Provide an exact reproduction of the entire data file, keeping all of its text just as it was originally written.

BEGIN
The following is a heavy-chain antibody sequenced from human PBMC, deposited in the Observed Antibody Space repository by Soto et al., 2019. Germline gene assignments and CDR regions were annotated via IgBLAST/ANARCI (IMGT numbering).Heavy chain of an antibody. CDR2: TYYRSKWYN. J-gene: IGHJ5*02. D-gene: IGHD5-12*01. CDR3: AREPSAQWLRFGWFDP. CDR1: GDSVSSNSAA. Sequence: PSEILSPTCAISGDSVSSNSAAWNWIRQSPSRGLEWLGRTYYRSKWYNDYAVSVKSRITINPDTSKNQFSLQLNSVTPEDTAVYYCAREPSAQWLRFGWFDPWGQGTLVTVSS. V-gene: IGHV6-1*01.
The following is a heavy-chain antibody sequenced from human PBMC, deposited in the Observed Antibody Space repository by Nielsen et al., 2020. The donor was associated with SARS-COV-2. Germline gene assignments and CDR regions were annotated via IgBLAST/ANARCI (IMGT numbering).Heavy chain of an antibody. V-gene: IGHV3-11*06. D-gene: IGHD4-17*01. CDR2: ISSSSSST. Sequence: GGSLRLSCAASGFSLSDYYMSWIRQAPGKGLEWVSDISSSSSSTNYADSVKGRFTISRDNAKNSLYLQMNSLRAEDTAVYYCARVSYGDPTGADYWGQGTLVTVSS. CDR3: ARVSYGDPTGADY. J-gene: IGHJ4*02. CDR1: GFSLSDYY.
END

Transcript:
The following is a heavy-chain antibody sequenced from human PBMC, deposited in the Observed Antibody Space repository by Soto et al., 2019. Germline gene assignments and CDR regions were annotated via IgBLAST/ANARCI (IMGT numbering).Heavy chain of an antibody. CDR2: TYYRSKWYN. J-gene: IGHJ5*02. D-gene: IGHD5-12*01. CDR3: AREPSAQWLRFGWFDP. CDR1: GDSVSSNSAA. Sequence: PSEILSPTCAISGDSVSSNSAAWNWIRQSPSRGLEWLGRTYYRSKWYNDYAVSVKSRITINPDTSKNQFSLQLNSVTPEDTAVYYCAREPSAQWLRFGWFDPWGQGTLVTVSS. V-gene: IGHV6-1*01.
The following is a heavy-chain antibody sequenced from human PBMC, deposited in the Observed Antibody Space repository by Nielsen et al., 2020. The donor was associated with SARS-COV-2. Germline gene assignments and CDR regions were annotated via IgBLAST/ANARCI (IMGT numbering).Heavy chain of an antibody. V-gene: IGHV3-11*06. D-gene: IGHD4-17*01. CDR2: ISSSSSST. Sequence: GGSLRLSCAASGFSLSDYYMSWIRQAPGKGLEWVSDISSSSSSTNYADSVKGRFTISRDNAKNSLYLQMNSLRAEDTAVYYCARVSYGDPTGADYWGQGTLVTVSS. CDR3: ARVSYGDPTGADY. J-gene: IGHJ4*02. CDR1: GFSLSDYY.